This year's AFL match in China – St Kilda's "home" clash against Port Adelaide – has been relocated to Marvel Stadium due to concerns surrounding the coronavirus and will now feature "a celebration of Chinese culture".
It will now be played as a twilight match in round 12 on Sunday June 7, on the eve of the Queen's Birthday public holiday in Victoria and South Australia.
The Saints-Port game had been scheduled for Shanghai's Jiangwan Stadium on May 31 in round 11, but the expedition was officially cancelled on Wednesday.
The teams will instead have their bye moved to that week and will face off the following weekend.
St Kilda and Port Adelaide will play at Marvel Stadium instead of Shanghai due to the coronavirus outbreak.Credit:AAP
The AFL said the new fixture would feature "a celebration of Chinese culture in an effort to encourage visitors to come together in support of our Chinese communities".
Worldwide, more than 90,000 people have now been infected and 3100 have died from the virus that originated in China.
AFL fixture boss Travis Auld said the AFL had acted on advice from the Australian and Chinese governments and the World Health Organisation.
"The health of people is an unacceptable risk, therefore the decision has been made to relocate the game to Melbourne," he said.
"It's not easy to relocate games, it's not something we've done before, [but] with the support of the Victorian government … we've been able to make the decision quickly and swiftly."
Minister for tourism, sport and major events Martin Pakula said while it was a shame the event wasn't going ahead, he was pleased Victoria had secured the match.
"As someone who went to the China game last year it is a wonderful event … but in the absence of it being played in Shanghai, I appreciate the AFL giving us notice as soon as they made the decision.
"The only appropriate option for this game is to have it here in Melbourne."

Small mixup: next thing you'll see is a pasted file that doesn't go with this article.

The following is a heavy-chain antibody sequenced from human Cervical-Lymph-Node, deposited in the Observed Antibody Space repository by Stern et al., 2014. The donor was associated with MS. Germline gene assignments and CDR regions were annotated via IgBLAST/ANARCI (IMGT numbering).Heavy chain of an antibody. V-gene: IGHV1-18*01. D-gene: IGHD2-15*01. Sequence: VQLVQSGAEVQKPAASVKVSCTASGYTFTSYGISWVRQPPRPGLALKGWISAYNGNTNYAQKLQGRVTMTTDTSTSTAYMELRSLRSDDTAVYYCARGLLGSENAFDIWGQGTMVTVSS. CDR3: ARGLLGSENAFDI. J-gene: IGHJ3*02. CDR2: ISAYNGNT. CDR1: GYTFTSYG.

The pre-game entertainment will be a celebration of Chinese culture to try and counteract the negativity being directed towards Melbourne's Chinese community and restaurants, which could include line-dancing, costume and food.
"There's been a real downturn in business. The Chinese community has endured some really unfortunate, unwarranted attention from some quarters," Pakula said.
"We don't want the fact that the game is not being played in China to in any way diminish or reduce the relationship that the AFL, [clubs and government] has started to build up with China's community, so we're going to make this game a real celebration."
Tickets purchased for the China match will be refunded, and tickets for the new scheduled timeslot will go on sale through Ticketmaster shortly.
Auld said the financial impact on the league was not yet known, but that there would be a loss.
Both clubs have also taken a hit but tried to direct the focus on the more significant loss to the Chinese.
"We're still working through that. It's clearly as you get closer to the game, the costs go up, so at the moment, it's reasonably well contained," Port's chief executive Keith Thomas said.
"Our thoughts have been largely with the friends we made in Shanghai, China, they're really struggling."
Saints chief executive Matt Finnis said his club was also working through the financial impact.
"Just like other sectors … we're not alone in feeling the impact of this, but certainly we've been really encouraged by the willingness of our partners to stand with us in standing beside the Chinese community," he said.
"It's a great opportunity to certainly have a great game commercially, but ultimately it's bigger than that and it's about standing beside the Chinese community."
Auld said while the AFL expected the season to open in two weeks time as usual, it was prepared if the advice changed going forward.
"If any information changes then our fans should be assured that we will be well prepared," he said.
"There's some uncertainties and all we can do is best plan for what we know right now."
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